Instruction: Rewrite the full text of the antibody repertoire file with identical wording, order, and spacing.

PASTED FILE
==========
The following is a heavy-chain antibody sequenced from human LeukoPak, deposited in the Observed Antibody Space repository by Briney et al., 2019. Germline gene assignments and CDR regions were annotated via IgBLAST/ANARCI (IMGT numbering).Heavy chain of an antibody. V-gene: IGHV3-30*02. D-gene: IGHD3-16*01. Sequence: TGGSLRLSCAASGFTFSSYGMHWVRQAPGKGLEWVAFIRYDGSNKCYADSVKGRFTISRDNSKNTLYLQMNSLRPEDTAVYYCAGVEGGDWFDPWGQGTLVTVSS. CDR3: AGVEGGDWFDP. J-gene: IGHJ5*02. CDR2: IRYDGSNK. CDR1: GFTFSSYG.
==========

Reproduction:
The following is a heavy-chain antibody sequenced from human LeukoPak, deposited in the Observed Antibody Space repository by Briney et al., 2019. Germline gene assignments and CDR regions were annotated via IgBLAST/ANARCI (IMGT numbering).Heavy chain of an antibody. V-gene: IGHV3-30*02. D-gene: IGHD3-16*01. Sequence: TGGSLRLSCAASGFTFSSYGMHWVRQAPGKGLEWVAFIRYDGSNKCYADSVKGRFTISRDNSKNTLYLQMNSLRPEDTAVYYCAGVEGGDWFDPWGQGTLVTVSS. CDR3: AGVEGGDWFDP. J-gene: IGHJ5*02. CDR2: IRYDGSNK. CDR1: GFTFSSYG.